Growth rings in Suskityrannus’ leg bones, comparable to those in the trunk of a tree, suggested that both specimens were probably just teenaged tyrannosauroids at the time of their demise, weighing only an estimated 45 to 90 pounds apiece. That probably means the pair had yet to reach their adult proportions, Nesbitt says. Even a fully-grown Suskityrannus, however, would have been a far cry from the giants who ruled the Late Cretaceous.
But Suskityrannus was still a formidable foe in its own right. An analysis of its jaws and teeth also told the team that this pint-sized carnivore packed a seriously strong bite—a hallmark of the terrifying titans to come.
This mashup of features from earlier, smaller tyrannosauroids and their more recent, larger cousins “really [help] us understand Suskityrannus’ intermediate nature,” says Ashley Morhardt, a paleoneurologist at Washington University in St. Louis who was not involved in the study. “It’s really a very special fossil.”
The announcement of Suskityrannus also arrives on the heels of a similar discovery, published earlier this year by an independent team of researchers led by North Carolina State University paleontologist Lindsay Zanno: a 96-million-year-old tyrannosauroid by the name of Moros intrepidus.
At about 4 million years older than Suskityrannus, the Moros specimen (which was a little closer to adulthood when it died) was perhaps a touch more diminutive in length than its coyote-esque cousin, running around six feet from nose to tail. But Moros might have stood a little taller, with a hip height of about four feet, narrowly one-upping Suskityrannus’ three-foot-long-legs.
All in all, the pint-sized pair complement each other nicely, Arbour says. Like their T. rex successors, it seems both Moros and Suskityrannus strutted around on shock-absorbing feet well-suited for sprints—a hint that this lethal modus operandi evolved when these predators were still puny.
“Suskityrannus fits the predictions that we have based on other fossils,” Zanno says. “Both of these specimens can add an extraordinary amount of understanding.”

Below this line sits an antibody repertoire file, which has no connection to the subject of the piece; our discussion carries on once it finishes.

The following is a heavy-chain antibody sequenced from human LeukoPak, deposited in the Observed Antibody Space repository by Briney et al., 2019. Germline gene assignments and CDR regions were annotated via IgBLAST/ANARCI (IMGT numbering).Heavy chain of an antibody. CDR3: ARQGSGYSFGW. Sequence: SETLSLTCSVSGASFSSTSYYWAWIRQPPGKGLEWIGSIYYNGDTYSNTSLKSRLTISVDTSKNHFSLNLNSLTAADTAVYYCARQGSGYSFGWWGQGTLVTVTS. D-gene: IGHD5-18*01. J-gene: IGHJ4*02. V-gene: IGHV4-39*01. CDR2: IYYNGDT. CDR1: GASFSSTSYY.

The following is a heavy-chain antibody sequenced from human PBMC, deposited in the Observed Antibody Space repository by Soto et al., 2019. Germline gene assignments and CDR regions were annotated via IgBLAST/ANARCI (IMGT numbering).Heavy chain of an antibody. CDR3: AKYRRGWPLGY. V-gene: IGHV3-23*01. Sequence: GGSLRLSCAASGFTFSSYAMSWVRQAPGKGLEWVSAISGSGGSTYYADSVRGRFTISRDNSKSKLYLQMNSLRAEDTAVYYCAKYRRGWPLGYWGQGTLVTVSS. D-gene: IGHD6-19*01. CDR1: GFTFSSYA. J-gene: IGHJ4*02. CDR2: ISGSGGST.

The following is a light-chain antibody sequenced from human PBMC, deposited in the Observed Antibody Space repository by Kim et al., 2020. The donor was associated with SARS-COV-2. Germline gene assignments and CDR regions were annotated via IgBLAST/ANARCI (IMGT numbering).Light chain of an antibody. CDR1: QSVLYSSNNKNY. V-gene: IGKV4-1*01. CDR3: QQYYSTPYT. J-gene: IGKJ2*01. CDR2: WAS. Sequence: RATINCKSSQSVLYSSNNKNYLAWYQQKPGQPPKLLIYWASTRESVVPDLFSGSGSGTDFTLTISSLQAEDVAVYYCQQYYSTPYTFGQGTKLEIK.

But connecting the dots between the new members of Team Tyrannosauroid and titans like T. rex will require a lot more work. “This is sort of the end stage of what is a complex, stepwise transition in the terrestrial ecosystems of North America at the time,” Zanno says. “Dinosaurs living in North America since the Jurassic were iteratively going extinct at this time, and being replaced by immigrant dinosaurs from the Asian continent.”
The ancestors of Moros, Zanno says, probably scuttled into North America from Asia via a land bridge that once connected two continents. As newcomers, early tyrannosauroids were at first forced to live in the shadows of resident allosaurs, another toothsome group of apex predators. But sometime during the Mid-Cretaceous, allosaurs disappeared, vacating their thrones just in time for the rise of the tyrannosaurs who, in the meantime, had grown some 10 times in size. It’s still not clear how this takeover unfolded—or what environmental conditions allowed the proportions of tyrannosauroids to skyrocket in the geologic blink of an eye.
Within the stories of Moros and Suskityrannus, however, are harbingers of the burgeoning majesty of this soon-to-be-royal family. “There’s already a pattern in these early, small-bodied tyrannosauroids in the Mid-Cretaceous,” Arbour says. “They’re not necessarily apex predators yet, but they’re there, in this ecosystem. So, at what point do they start to become those apex predators? That’s the next question.”